1. Ricky Gervais (28.60%)
  2. Neil deGrasse Tyson (28.16%)
  3. Barack Obama (25.30%)
  4. Stephen Fry (24.42%)
  5. NASA (21.56%)
  6. Bill Nye (18.26%)
  7. BBC Breaking News (18.04%)
  8. Bill Gates (17.05%)
  9. National Geographic (16.83%)
  10. Brian Cox (16.83%)
  11. Seth MacFarlane (16.61%)
  12. Dalai Lama (16.61%)
  13. The Onion (16.06%)
  14. TEDTalks Updates (15.51%)
  15. Conan O'Brien (14.41%)
  16. Bill Maher (13.97%)
  17. Stephen Colbert (13.86%)
  18. The New York Times (13.75%)
  19. Russell Brand (12.87%)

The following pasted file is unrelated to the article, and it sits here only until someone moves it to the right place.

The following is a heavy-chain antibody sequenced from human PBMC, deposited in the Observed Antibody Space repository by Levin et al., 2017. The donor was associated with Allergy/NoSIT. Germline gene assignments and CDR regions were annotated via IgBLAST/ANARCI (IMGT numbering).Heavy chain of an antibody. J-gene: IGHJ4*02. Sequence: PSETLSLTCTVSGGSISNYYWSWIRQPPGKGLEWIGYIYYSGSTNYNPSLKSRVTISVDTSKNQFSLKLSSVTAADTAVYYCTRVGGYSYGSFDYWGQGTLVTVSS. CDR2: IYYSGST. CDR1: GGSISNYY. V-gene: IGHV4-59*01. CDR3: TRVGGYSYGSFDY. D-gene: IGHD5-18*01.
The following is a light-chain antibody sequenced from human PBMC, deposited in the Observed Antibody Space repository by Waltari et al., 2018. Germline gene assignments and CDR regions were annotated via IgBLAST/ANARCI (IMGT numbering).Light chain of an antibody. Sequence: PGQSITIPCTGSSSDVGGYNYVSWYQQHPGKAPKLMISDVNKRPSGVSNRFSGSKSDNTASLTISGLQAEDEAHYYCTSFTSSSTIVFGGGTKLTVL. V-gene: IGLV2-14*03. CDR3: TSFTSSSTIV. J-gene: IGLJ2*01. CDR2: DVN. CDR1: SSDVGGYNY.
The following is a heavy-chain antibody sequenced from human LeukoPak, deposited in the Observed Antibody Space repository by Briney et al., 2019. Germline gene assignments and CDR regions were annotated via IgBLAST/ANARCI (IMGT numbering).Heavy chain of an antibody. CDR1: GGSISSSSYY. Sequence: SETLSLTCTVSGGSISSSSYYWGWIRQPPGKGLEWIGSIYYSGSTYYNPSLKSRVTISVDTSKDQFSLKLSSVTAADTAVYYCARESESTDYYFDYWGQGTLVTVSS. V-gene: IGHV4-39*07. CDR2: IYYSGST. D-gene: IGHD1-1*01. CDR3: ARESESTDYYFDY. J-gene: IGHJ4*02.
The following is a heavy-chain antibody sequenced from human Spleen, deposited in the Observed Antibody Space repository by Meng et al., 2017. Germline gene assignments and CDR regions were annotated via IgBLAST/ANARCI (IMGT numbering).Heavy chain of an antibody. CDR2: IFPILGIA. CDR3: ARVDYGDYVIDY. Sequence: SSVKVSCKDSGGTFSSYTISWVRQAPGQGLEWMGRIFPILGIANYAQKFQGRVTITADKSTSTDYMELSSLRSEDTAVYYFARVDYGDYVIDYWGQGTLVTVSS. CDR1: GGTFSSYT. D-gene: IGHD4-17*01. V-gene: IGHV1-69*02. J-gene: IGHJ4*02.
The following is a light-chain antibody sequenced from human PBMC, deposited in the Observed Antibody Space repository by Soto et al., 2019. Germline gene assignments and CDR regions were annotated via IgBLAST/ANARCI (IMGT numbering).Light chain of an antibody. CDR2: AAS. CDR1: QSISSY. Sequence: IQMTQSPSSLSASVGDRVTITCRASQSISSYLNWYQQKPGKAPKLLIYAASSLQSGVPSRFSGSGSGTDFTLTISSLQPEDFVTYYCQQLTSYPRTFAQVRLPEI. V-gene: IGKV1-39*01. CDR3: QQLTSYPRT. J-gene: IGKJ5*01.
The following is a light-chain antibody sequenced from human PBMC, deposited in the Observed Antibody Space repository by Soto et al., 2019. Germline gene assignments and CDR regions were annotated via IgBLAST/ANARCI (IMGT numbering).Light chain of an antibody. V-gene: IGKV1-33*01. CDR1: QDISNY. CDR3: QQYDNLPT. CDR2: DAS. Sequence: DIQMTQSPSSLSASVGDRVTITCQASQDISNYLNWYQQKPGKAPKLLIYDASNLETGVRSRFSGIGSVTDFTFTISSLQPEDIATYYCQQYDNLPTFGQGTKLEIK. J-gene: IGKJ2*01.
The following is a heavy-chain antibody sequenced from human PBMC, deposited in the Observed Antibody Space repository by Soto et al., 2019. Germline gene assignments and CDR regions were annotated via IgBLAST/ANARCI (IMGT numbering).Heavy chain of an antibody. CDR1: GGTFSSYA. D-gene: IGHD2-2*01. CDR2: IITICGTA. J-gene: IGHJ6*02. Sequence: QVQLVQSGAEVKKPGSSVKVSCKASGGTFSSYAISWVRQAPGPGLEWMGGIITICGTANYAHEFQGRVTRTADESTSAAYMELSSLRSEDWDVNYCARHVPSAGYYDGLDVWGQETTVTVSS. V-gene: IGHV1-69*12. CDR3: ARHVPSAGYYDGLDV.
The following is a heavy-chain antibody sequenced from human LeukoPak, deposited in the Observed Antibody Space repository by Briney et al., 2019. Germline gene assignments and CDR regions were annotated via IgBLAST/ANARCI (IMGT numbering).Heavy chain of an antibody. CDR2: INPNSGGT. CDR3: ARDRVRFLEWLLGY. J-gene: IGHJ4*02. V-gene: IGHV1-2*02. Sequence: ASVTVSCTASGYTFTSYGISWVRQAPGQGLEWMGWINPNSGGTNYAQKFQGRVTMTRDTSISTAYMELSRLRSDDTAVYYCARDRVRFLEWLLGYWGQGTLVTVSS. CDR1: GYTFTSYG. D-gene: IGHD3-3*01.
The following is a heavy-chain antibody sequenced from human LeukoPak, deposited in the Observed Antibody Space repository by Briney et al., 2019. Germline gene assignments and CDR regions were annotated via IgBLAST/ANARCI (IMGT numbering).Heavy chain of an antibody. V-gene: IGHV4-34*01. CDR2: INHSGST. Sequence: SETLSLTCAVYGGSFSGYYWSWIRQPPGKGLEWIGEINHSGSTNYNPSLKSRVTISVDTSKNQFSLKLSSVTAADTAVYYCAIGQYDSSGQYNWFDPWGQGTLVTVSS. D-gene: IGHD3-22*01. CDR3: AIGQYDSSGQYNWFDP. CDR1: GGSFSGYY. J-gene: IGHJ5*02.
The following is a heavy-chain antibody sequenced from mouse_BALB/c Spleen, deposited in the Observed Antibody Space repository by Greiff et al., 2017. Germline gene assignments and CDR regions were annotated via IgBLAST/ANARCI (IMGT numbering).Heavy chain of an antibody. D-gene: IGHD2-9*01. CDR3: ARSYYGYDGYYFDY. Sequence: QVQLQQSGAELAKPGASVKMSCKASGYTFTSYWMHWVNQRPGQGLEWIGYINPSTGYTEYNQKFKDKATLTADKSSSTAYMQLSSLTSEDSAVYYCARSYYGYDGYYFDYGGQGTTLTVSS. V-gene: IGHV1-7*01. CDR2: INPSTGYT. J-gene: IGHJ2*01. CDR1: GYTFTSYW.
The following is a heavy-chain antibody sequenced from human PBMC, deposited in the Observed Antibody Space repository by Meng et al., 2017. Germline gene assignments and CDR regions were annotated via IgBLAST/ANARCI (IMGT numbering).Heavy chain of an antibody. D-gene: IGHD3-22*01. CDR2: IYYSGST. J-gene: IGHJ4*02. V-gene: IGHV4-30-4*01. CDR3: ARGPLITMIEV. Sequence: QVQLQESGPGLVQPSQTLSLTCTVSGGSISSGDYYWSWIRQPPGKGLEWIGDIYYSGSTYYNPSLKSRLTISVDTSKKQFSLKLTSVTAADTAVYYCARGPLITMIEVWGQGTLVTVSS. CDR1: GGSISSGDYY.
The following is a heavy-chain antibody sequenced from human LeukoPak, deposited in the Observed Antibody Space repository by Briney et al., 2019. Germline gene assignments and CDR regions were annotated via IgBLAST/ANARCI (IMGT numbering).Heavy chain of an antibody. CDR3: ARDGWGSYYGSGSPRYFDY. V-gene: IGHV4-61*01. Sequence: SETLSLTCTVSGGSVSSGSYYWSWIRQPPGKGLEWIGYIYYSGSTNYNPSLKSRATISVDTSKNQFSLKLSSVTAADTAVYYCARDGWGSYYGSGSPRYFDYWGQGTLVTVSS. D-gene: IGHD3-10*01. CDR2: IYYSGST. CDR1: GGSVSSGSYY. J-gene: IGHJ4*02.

20. New Scientist (12.54%)

I learned with some embarrassment that I was not following @TedTalks, number 14 on the list. It is an omission I have since rectified and I recommend you should too. There is much to be proud of in this top twenty: a strong mix of science, humour, current affairs and atheism. There are some outliers. I'm still scratching my head at the presence of the Dalai Lama, though to be fair his account has almost seven and a half million followers - that it ranked 12th is more likely a function of general popularity than a specific interest in Tibetan Buddhism among those who choose to follow Dawkins. I enjoy Russell Brand's humour, but his dalliances with Hare Krishnas and their disturbing beliefs do put me off. Does he believe the moon to be larger than the sun? Does he consider women's brains half the size of men's?